Hackers Set Off 156 Emergency Sirens in Dallas
Apr. 10, 2017
When I was a kid, firefighters would be signaled by a blaring siren that echoed throughout the small town of Boonton, New Jersey, much to the chagrin of parents who had just gotten babies to sleep. Over the weekend, residents of Dallas, Texas, had a similar experience—x156—thanks to hackers who compromised the city's siren network.
As the Dallas Morning News reports, all 156 of the city's sirens—which are used to notify people of emergency situations, like extreme weather—went off around midnight on Friday. They were finally silenced around 1:17 a.m. after the system was shut down; service was restored by late Saturday night.
"We can state at this time that the city's siren system was hacked Friday night," the Dallas Office of Emergency Management said in a Saturday afternoon statement. Citing "security reasons," the agency declined to discuss how the hack was carried out, "but we do believe that the hack came from the Dallas area."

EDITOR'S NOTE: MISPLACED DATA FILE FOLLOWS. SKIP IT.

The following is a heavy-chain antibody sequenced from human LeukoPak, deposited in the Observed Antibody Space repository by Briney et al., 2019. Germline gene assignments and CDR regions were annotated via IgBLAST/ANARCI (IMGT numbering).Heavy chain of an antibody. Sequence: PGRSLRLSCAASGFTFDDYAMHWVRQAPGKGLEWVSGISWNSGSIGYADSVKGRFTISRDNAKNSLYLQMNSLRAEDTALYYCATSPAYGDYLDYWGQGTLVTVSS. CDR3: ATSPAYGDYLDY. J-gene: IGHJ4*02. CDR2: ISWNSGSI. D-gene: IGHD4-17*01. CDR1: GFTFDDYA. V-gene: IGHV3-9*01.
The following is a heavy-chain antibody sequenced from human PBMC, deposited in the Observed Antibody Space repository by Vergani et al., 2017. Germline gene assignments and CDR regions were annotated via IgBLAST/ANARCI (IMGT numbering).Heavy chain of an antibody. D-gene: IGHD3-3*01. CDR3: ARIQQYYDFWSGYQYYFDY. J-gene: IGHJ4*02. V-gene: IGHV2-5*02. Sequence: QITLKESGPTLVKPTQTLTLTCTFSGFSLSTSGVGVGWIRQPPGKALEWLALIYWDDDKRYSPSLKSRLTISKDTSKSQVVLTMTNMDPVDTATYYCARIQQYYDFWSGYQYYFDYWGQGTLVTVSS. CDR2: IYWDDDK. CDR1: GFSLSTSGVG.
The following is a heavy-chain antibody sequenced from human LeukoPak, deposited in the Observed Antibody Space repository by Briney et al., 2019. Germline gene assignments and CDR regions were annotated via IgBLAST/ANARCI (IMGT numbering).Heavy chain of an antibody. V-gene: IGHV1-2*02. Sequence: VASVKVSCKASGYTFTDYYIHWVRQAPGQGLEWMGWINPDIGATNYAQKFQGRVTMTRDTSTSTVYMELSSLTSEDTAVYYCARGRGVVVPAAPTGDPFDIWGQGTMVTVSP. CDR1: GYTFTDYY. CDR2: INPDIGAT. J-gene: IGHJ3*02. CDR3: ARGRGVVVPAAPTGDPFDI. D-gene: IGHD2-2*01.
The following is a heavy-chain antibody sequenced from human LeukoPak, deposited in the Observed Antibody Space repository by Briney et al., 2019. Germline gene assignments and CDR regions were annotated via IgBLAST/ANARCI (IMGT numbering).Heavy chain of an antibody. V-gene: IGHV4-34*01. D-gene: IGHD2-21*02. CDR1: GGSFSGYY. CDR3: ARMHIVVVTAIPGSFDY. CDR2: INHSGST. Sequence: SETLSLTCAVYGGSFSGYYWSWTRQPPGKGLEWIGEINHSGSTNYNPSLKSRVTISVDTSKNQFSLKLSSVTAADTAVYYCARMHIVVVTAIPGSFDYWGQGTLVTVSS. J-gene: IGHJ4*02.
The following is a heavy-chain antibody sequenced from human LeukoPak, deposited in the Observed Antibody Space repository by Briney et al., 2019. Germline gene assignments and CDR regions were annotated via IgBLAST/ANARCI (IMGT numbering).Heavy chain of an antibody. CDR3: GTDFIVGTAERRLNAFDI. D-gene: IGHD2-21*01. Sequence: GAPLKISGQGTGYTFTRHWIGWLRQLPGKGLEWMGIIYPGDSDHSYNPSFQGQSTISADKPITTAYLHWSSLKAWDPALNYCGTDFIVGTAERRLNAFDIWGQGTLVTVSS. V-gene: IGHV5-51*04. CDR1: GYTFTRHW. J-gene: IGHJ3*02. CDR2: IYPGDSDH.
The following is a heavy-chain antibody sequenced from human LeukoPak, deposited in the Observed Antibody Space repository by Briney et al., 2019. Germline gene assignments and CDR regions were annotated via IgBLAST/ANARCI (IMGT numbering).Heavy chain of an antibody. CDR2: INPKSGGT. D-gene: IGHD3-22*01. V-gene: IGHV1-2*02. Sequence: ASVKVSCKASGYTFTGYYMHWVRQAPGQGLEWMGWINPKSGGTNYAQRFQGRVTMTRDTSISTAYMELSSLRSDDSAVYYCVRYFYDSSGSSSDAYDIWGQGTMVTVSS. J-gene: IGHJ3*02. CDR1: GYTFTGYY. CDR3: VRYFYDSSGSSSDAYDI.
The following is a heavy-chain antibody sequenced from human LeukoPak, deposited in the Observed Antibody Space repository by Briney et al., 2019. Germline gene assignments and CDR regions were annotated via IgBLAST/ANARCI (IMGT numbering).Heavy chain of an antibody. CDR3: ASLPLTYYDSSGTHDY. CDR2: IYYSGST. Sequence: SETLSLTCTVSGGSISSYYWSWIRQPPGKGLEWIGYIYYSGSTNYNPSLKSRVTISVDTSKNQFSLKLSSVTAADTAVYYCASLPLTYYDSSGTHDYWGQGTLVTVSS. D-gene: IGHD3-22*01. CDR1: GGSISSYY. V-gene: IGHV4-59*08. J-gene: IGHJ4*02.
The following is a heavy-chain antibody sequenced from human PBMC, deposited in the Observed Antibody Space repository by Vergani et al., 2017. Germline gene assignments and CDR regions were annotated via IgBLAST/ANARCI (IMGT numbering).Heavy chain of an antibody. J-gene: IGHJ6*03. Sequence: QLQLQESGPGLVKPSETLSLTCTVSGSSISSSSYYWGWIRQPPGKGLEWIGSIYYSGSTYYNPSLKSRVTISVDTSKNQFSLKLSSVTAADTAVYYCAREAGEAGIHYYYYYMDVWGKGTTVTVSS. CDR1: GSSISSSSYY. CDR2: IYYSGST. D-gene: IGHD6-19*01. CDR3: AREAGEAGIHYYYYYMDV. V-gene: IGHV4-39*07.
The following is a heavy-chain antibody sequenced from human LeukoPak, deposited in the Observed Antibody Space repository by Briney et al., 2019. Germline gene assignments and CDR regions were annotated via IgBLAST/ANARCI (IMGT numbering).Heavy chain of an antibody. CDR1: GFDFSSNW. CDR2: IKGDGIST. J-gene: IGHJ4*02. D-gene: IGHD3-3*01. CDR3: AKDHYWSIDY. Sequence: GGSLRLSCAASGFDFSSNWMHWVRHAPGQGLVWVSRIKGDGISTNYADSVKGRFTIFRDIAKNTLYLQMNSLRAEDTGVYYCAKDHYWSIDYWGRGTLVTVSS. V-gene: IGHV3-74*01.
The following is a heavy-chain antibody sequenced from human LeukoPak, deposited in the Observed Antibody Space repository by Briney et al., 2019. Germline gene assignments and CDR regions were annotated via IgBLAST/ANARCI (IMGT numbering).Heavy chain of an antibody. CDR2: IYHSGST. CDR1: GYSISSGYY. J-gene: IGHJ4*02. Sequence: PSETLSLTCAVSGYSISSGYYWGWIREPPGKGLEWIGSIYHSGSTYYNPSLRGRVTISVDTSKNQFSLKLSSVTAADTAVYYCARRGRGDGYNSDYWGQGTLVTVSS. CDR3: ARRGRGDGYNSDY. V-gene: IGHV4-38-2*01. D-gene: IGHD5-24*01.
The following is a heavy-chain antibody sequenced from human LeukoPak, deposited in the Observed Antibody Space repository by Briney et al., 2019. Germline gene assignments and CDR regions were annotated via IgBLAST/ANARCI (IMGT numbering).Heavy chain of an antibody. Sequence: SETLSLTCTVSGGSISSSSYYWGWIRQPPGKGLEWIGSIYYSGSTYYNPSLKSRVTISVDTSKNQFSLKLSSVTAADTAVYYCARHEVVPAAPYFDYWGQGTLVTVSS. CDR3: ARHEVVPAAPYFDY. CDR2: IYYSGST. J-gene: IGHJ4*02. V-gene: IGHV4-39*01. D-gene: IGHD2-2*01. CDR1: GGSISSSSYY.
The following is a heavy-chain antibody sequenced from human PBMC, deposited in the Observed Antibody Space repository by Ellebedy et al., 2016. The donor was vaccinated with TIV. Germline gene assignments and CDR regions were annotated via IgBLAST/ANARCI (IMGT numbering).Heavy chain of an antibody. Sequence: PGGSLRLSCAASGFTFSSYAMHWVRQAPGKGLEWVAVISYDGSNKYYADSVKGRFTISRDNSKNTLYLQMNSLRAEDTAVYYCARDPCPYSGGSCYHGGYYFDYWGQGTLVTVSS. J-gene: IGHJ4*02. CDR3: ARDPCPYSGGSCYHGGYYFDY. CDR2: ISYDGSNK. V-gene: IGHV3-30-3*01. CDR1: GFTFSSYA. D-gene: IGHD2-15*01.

The city said it has notified the FCC for assistance in identifying the source of the hack, and put in "safeguards" to make sure it doesn't happen again.
"Last night's hack was an attack on our emergency notification system. We will work to identify and prosecute those responsible," Mayor Mike Rawlings wrote in a Facebook post.
Rawlings argued that the incident "is yet another serious example of the need for us to upgrade and better safeguard our city's technology infrastructure. It's a costly proposition, which is why every dollar of taxpayer money must be spent with critical needs such as this in mind. Making the necessary improvements is imperative for the safety of our citizens."